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Sociology Minor

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College of Liberal Arts and Social Sciences

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Sociology Minor

Career advancement in an increasingly diverse global society requires the ability to work cooperatively and effectively with people from different cultures, ethnicities, nationalities, and social backgrounds. The field of sociology studies social life, social change, diverse communities and their interactions. It also values scientific methods to find empirical answers to complex social questions. Studying sociology can help foster your creativity, innovation, critical thinking, analytic problem solving, and communication skills.

A sociology minor serves as an excellent complement to your chosen major for a variety of diverse careers. As an AUM Sociology minor, you will examine such topics as the causes of social inequality, the social factors that influence human behavior and the diversity of cultural practices. The curriculum will encourage you to think critically and understand different points of view — all skills valued by today’s employers in a variety of fields.

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Sociology Minor

Program Overview

The course listings below are a representation of what this minor requires. Select elective courses may also be included. Students may have to take additional courses to fulfill the prerequisites of the required courses.

Course #Course NameCourse Description
SOCI 2010Social ProblemsStudies how social phenomena come to be treated as problems. Topics to be considered may include health care, sexual deviance, crime and juvenile delinquency, alcohol and drug abuse, aging, family organization, poverty and population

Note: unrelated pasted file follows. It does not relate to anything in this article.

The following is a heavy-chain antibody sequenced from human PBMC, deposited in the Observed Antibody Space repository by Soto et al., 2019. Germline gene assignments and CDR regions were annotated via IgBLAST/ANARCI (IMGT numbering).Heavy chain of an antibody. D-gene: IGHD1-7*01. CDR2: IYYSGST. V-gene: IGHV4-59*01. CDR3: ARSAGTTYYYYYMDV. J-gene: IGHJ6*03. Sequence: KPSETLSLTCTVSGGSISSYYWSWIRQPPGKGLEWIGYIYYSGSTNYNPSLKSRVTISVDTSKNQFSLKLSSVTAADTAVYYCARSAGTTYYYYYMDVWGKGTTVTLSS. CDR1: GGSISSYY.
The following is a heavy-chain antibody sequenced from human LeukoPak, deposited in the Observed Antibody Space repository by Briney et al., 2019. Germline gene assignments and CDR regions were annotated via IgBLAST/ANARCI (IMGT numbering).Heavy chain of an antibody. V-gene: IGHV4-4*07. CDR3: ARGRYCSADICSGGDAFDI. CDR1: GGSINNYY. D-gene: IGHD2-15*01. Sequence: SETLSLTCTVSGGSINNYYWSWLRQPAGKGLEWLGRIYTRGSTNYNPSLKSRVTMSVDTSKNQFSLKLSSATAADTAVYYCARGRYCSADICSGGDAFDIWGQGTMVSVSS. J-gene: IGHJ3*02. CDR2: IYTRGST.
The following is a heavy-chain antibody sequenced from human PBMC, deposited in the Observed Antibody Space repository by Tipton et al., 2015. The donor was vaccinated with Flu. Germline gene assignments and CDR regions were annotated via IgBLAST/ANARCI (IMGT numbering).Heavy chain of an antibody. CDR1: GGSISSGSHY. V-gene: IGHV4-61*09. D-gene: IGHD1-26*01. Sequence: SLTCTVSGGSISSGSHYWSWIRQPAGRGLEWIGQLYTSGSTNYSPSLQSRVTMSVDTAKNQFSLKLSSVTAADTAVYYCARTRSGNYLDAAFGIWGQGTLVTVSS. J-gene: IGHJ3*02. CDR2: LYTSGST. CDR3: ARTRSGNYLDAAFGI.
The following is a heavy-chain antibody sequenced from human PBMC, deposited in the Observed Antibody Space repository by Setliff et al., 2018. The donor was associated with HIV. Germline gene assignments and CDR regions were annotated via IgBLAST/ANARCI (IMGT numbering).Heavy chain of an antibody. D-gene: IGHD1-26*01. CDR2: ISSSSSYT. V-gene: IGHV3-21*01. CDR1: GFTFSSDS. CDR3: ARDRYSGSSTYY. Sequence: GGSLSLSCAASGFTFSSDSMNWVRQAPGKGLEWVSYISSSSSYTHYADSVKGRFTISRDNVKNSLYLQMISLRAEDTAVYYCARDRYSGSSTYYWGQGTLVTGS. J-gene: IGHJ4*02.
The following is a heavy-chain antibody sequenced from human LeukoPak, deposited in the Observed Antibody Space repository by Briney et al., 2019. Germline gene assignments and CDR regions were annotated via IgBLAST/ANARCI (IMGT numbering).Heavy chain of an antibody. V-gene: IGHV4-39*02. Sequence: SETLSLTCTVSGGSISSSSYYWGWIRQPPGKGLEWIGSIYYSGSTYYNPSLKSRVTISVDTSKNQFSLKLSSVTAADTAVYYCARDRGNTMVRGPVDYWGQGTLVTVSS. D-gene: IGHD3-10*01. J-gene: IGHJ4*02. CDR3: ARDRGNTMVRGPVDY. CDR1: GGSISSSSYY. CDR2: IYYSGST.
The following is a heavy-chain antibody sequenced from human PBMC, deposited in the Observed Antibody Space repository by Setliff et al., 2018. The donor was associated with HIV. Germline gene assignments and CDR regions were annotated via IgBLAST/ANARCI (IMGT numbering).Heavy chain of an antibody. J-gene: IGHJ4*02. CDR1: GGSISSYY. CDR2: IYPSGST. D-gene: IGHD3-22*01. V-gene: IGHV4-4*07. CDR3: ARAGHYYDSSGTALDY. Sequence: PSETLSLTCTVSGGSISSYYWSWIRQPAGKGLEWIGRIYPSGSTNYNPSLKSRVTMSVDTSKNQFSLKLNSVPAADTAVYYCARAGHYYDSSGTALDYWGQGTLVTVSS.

SOCI 3000Social Theory
SOCI 3150CriminologyExamines contemporary research findings and sociological theories on criminal behavior, societal reaction to crime, law enforcement, judicial processing, corrections, and crime reduction strategies.
SOCI 3200Social StratificationIntroduction to the development, stability, and changes of systems of social inequality, techniques for studying systems of social inequality and the characteristics and consequences of social class membership.
SOCI 3300Sociology of Death and DyingStudy of death and dying, including the varied conceptions of death, the dying process, dying as a sociocultural process and the death industry.
SOCI 4100Minority GroupsIntergroup relations in the United States with an emphasis on race in the processes of assimilation, amalgamation and pluralism. Problems related to prejudice, discrimination, social injustice, oppression, identity formation and prevailing power arrangements analyzed.
SOCI 4300Sociology of the FamilyAnalysis of family with emphasis on structural features, internal dynamics and current trends.
SOCI 4360Sociology of ReligionSociological perspective of religion, including the effect of religion on behavior and attitudes and the reciprocal relationship of religion with other societal institutions.
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Kimberly Pyszka

Department Chair; Associate Professor of Anthropology
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